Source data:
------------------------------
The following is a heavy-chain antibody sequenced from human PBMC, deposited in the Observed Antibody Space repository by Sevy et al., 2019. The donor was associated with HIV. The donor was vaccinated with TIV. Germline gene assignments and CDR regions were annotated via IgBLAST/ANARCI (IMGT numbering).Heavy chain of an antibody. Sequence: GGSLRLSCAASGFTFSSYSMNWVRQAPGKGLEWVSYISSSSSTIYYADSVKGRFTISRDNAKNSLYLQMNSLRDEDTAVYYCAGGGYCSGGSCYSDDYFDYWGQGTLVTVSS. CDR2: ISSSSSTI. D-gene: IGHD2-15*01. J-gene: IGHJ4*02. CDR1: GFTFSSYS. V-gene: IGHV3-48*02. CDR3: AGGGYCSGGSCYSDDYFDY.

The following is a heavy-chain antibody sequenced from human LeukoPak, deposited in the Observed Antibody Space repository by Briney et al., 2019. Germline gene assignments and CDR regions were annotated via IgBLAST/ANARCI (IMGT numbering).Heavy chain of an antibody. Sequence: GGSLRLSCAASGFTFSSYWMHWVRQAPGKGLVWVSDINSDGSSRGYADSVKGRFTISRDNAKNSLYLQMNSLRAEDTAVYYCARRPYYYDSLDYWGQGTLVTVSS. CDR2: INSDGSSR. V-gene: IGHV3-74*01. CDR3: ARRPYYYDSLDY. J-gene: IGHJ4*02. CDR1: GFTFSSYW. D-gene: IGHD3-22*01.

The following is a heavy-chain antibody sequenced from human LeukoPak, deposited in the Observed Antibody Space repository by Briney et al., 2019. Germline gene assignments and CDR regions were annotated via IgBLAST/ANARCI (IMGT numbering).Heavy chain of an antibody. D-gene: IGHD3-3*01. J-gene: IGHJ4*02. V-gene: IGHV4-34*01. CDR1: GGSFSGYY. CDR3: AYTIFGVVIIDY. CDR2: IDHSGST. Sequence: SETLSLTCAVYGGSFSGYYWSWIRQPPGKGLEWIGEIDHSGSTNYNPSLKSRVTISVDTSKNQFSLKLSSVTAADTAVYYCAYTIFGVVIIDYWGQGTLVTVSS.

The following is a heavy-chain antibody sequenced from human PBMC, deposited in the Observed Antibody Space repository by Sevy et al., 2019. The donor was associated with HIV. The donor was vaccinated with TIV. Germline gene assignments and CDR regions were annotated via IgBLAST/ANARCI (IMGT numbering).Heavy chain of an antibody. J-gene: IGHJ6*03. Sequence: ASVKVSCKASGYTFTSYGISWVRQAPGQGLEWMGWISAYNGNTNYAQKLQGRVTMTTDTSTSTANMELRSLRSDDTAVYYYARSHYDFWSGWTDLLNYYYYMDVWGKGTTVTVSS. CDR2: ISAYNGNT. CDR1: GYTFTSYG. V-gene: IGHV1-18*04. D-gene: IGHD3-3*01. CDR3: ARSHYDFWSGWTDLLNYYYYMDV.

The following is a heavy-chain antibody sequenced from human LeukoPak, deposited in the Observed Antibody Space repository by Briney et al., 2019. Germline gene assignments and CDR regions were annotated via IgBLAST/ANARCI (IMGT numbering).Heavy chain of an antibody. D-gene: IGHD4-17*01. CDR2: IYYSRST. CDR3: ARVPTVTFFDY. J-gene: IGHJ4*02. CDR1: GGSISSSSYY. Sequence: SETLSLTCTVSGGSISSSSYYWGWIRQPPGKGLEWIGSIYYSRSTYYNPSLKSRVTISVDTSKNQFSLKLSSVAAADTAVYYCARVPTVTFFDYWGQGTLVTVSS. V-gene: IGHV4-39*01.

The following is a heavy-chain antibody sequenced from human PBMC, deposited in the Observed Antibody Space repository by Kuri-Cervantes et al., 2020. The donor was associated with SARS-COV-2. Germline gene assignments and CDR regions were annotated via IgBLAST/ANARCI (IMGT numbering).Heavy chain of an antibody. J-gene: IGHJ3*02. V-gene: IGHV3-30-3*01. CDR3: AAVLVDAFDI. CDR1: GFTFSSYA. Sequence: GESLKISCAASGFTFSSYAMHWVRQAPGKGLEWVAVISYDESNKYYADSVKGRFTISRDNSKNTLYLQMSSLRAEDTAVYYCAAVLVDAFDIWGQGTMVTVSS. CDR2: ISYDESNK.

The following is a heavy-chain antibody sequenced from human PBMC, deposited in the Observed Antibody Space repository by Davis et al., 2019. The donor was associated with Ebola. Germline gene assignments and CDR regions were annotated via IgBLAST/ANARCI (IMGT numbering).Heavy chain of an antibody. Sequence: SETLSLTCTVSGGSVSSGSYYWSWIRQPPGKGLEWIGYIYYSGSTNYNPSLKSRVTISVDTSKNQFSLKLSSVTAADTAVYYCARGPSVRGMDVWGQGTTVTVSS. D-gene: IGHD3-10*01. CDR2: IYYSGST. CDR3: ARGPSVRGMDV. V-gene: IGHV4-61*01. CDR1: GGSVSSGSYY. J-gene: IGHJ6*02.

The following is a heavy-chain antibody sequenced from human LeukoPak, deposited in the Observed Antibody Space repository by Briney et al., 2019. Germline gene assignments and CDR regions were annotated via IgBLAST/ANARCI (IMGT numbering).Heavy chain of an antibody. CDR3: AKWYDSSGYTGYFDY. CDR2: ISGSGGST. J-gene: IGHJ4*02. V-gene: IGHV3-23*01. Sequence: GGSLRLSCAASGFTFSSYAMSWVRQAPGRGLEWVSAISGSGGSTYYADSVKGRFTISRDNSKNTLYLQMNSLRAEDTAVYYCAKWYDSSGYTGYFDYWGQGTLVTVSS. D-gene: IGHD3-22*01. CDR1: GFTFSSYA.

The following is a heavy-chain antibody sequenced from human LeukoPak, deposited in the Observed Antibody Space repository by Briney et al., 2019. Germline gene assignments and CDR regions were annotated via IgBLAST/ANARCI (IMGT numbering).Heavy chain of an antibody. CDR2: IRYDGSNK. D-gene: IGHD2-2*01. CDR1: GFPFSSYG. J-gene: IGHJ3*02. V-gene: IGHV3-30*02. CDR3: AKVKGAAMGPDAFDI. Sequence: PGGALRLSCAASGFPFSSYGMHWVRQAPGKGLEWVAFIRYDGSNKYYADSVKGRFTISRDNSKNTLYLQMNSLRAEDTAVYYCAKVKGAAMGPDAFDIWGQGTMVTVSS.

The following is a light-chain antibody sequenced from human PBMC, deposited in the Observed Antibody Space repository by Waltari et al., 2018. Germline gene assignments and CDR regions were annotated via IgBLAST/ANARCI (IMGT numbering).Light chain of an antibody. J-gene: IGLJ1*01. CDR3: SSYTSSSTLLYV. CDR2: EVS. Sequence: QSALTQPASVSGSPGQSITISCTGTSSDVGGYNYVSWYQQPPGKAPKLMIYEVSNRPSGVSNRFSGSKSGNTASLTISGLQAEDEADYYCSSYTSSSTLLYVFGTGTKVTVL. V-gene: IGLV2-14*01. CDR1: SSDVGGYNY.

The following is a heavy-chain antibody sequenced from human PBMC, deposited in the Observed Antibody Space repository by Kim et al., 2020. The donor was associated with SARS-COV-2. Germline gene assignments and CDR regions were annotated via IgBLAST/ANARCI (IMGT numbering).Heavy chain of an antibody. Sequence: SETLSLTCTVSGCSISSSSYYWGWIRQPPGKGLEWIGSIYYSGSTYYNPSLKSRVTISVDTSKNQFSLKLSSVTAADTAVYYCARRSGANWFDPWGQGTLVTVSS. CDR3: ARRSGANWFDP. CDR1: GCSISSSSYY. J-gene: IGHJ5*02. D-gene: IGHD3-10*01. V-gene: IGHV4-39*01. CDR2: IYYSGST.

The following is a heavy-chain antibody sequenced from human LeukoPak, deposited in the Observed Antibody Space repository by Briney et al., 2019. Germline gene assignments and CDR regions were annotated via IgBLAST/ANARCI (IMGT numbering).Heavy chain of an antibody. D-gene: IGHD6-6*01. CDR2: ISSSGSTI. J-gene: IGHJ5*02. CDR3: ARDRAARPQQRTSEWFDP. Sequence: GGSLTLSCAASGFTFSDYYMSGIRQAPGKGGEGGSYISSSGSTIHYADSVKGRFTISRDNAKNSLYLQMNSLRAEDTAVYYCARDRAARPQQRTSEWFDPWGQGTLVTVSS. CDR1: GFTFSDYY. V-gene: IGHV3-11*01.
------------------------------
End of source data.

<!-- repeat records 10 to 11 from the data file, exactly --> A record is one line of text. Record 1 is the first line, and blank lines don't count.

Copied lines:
The following is a light-chain antibody sequenced from human PBMC, deposited in the Observed Antibody Space repository by Waltari et al., 2018. Germline gene assignments and CDR regions were annotated via IgBLAST/ANARCI (IMGT numbering).Light chain of an antibody. J-gene: IGLJ1*01. CDR3: SSYTSSSTLLYV. CDR2: EVS. Sequence: QSALTQPASVSGSPGQSITISCTGTSSDVGGYNYVSWYQQPPGKAPKLMIYEVSNRPSGVSNRFSGSKSGNTASLTISGLQAEDEADYYCSSYTSSSTLLYVFGTGTKVTVL. V-gene: IGLV2-14*01. CDR1: SSDVGGYNY.

The following is a heavy-chain antibody sequenced from human PBMC, deposited in the Observed Antibody Space repository by Kim et al., 2020. The donor was associated with SARS-COV-2. Germline gene assignments and CDR regions were annotated via IgBLAST/ANARCI (IMGT numbering).Heavy chain of an antibody. Sequence: SETLSLTCTVSGCSISSSSYYWGWIRQPPGKGLEWIGSIYYSGSTYYNPSLKSRVTISVDTSKNQFSLKLSSVTAADTAVYYCARRSGANWFDPWGQGTLVTVSS. CDR3: ARRSGANWFDP. CDR1: GCSISSSSYY. J-gene: IGHJ5*02. D-gene: IGHD3-10*01. V-gene: IGHV4-39*01. CDR2: IYYSGST.